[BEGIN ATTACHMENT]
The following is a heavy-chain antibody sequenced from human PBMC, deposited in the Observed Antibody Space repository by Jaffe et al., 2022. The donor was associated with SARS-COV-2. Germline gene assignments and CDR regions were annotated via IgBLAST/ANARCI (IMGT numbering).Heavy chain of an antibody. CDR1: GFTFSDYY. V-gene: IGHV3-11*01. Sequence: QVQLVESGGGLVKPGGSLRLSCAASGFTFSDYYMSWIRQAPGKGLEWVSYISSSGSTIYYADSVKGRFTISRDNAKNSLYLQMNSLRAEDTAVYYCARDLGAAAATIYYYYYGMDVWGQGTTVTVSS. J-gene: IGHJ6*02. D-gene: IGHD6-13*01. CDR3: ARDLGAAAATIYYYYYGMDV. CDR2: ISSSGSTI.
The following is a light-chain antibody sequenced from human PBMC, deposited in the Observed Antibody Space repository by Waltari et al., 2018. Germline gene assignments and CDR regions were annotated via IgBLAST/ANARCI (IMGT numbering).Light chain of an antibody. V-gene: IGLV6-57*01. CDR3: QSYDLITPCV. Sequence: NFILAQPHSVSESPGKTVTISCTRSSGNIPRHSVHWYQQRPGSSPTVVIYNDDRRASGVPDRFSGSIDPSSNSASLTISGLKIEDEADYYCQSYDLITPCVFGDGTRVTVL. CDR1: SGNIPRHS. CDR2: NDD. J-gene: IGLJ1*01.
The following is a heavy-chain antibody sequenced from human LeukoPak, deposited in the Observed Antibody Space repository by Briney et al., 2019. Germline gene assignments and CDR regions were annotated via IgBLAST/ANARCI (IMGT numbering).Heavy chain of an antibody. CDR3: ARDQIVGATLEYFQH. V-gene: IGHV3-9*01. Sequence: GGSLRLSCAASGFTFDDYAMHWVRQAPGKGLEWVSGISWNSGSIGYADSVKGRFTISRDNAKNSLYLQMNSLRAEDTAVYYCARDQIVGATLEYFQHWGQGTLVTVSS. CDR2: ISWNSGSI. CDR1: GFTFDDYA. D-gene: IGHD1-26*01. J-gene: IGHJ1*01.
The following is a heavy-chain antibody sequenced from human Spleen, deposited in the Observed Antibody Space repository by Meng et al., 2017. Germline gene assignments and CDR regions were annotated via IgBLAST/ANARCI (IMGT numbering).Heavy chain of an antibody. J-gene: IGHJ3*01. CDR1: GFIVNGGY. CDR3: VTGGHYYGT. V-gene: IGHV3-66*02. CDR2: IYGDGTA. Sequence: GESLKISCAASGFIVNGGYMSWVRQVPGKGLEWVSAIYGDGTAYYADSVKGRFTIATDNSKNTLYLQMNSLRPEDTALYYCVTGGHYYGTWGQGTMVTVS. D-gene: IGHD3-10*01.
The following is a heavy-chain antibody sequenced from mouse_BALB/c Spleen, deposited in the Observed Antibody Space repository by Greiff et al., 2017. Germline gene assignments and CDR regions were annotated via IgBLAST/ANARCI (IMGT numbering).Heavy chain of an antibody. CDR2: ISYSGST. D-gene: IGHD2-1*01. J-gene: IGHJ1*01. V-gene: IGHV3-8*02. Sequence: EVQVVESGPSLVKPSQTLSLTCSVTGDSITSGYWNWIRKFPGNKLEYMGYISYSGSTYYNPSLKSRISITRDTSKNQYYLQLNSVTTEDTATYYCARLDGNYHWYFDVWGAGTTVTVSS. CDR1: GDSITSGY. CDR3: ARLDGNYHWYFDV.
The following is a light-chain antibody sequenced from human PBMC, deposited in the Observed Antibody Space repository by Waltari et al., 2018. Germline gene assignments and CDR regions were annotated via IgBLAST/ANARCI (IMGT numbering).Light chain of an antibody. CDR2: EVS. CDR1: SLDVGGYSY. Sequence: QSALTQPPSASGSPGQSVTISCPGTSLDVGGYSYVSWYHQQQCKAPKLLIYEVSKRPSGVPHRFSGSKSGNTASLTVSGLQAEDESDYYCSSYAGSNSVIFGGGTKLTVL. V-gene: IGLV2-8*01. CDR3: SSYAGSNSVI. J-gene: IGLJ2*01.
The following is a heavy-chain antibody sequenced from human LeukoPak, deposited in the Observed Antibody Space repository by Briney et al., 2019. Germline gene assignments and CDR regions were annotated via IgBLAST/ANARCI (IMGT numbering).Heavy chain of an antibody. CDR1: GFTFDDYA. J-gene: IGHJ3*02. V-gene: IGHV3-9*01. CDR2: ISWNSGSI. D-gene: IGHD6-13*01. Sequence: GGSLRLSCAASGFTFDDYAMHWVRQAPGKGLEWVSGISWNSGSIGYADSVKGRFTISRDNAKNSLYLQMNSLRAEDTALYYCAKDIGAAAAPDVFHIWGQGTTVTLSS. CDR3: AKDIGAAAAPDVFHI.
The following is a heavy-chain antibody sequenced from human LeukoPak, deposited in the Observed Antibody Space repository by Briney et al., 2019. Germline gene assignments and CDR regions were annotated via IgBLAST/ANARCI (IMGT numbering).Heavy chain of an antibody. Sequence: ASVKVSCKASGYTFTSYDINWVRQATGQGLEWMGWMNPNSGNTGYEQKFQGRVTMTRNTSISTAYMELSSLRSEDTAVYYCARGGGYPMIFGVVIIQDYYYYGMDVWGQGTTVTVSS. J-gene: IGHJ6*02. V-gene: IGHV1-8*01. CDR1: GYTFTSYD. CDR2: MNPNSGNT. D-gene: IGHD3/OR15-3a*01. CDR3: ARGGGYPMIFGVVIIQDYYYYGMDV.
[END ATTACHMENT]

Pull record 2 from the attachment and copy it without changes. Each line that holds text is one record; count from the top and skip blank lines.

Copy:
The following is a light-chain antibody sequenced from human PBMC, deposited in the Observed Antibody Space repository by Waltari et al., 2018. Germline gene assignments and CDR regions were annotated via IgBLAST/ANARCI (IMGT numbering).Light chain of an antibody. V-gene: IGLV6-57*01. CDR3: QSYDLITPCV. Sequence: NFILAQPHSVSESPGKTVTISCTRSSGNIPRHSVHWYQQRPGSSPTVVIYNDDRRASGVPDRFSGSIDPSSNSASLTISGLKIEDEADYYCQSYDLITPCVFGDGTRVTVL. CDR1: SGNIPRHS. CDR2: NDD. J-gene: IGLJ1*01.